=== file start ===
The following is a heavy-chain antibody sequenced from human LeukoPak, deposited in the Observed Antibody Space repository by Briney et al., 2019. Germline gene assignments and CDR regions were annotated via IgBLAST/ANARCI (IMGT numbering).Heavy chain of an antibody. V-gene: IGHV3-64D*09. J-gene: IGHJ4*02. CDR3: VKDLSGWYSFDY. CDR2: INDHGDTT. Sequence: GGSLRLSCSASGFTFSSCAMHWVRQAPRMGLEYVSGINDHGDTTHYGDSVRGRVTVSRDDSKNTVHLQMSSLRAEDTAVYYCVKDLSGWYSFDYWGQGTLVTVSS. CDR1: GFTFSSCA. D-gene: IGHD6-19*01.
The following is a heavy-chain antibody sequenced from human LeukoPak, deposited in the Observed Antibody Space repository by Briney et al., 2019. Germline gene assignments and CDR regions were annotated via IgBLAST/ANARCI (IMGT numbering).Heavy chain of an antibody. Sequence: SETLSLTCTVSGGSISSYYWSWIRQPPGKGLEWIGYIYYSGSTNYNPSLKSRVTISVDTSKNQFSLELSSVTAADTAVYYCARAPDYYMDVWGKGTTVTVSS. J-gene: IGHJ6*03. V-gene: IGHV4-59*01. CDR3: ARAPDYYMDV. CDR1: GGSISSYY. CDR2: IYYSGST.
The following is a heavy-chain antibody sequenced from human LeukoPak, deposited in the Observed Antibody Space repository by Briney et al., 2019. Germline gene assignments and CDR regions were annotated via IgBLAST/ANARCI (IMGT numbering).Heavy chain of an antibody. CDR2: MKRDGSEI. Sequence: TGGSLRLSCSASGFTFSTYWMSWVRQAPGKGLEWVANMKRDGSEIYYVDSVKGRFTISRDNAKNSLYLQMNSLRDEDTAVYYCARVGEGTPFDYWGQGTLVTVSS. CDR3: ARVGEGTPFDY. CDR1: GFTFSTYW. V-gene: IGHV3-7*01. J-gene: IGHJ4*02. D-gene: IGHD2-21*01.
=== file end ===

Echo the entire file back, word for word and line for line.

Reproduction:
The following is a heavy-chain antibody sequenced from human LeukoPak, deposited in the Observed Antibody Space repository by Briney et al., 2019. Germline gene assignments and CDR regions were annotated via IgBLAST/ANARCI (IMGT numbering).Heavy chain of an antibody. V-gene: IGHV3-64D*09. J-gene: IGHJ4*02. CDR3: VKDLSGWYSFDY. CDR2: INDHGDTT. Sequence: GGSLRLSCSASGFTFSSCAMHWVRQAPRMGLEYVSGINDHGDTTHYGDSVRGRVTVSRDDSKNTVHLQMSSLRAEDTAVYYCVKDLSGWYSFDYWGQGTLVTVSS. CDR1: GFTFSSCA. D-gene: IGHD6-19*01.
The following is a heavy-chain antibody sequenced from human LeukoPak, deposited in the Observed Antibody Space repository by Briney et al., 2019. Germline gene assignments and CDR regions were annotated via IgBLAST/ANARCI (IMGT numbering).Heavy chain of an antibody. Sequence: SETLSLTCTVSGGSISSYYWSWIRQPPGKGLEWIGYIYYSGSTNYNPSLKSRVTISVDTSKNQFSLELSSVTAADTAVYYCARAPDYYMDVWGKGTTVTVSS. J-gene: IGHJ6*03. V-gene: IGHV4-59*01. CDR3: ARAPDYYMDV. CDR1: GGSISSYY. CDR2: IYYSGST.
The following is a heavy-chain antibody sequenced from human LeukoPak, deposited in the Observed Antibody Space repository by Briney et al., 2019. Germline gene assignments and CDR regions were annotated via IgBLAST/ANARCI (IMGT numbering).Heavy chain of an antibody. CDR2: MKRDGSEI. Sequence: TGGSLRLSCSASGFTFSTYWMSWVRQAPGKGLEWVANMKRDGSEIYYVDSVKGRFTISRDNAKNSLYLQMNSLRDEDTAVYYCARVGEGTPFDYWGQGTLVTVSS. CDR3: ARVGEGTPFDY. CDR1: GFTFSTYW. V-gene: IGHV3-7*01. J-gene: IGHJ4*02. D-gene: IGHD2-21*01.